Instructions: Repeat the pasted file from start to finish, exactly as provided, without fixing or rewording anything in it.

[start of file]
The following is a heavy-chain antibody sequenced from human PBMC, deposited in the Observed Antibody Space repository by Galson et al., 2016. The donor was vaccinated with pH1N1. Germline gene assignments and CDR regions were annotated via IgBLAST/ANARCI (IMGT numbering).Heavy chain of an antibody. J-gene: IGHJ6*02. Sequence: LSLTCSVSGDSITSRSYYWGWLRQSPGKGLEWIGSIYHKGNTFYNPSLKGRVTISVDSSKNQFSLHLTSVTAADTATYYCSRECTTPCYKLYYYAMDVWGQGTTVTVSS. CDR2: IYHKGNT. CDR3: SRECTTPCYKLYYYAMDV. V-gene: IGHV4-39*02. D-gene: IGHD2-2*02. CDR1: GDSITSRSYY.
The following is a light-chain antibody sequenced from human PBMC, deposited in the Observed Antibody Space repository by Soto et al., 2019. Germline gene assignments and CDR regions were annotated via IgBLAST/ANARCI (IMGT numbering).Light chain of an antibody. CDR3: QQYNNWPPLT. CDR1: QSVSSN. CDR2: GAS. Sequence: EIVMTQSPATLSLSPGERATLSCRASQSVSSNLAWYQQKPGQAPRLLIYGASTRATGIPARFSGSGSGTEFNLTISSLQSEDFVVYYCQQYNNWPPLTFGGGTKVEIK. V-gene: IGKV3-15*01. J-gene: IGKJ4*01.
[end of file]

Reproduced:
The following is a heavy-chain antibody sequenced from human PBMC, deposited in the Observed Antibody Space repository by Galson et al., 2016. The donor was vaccinated with pH1N1. Germline gene assignments and CDR regions were annotated via IgBLAST/ANARCI (IMGT numbering).Heavy chain of an antibody. J-gene: IGHJ6*02. Sequence: LSLTCSVSGDSITSRSYYWGWLRQSPGKGLEWIGSIYHKGNTFYNPSLKGRVTISVDSSKNQFSLHLTSVTAADTATYYCSRECTTPCYKLYYYAMDVWGQGTTVTVSS. CDR2: IYHKGNT. CDR3: SRECTTPCYKLYYYAMDV. V-gene: IGHV4-39*02. D-gene: IGHD2-2*02. CDR1: GDSITSRSYY.
The following is a light-chain antibody sequenced from human PBMC, deposited in the Observed Antibody Space repository by Soto et al., 2019. Germline gene assignments and CDR regions were annotated via IgBLAST/ANARCI (IMGT numbering).Light chain of an antibody. CDR3: QQYNNWPPLT. CDR1: QSVSSN. CDR2: GAS. Sequence: EIVMTQSPATLSLSPGERATLSCRASQSVSSNLAWYQQKPGQAPRLLIYGASTRATGIPARFSGSGSGTEFNLTISSLQSEDFVVYYCQQYNNWPPLTFGGGTKVEIK. V-gene: IGKV3-15*01. J-gene: IGKJ4*01.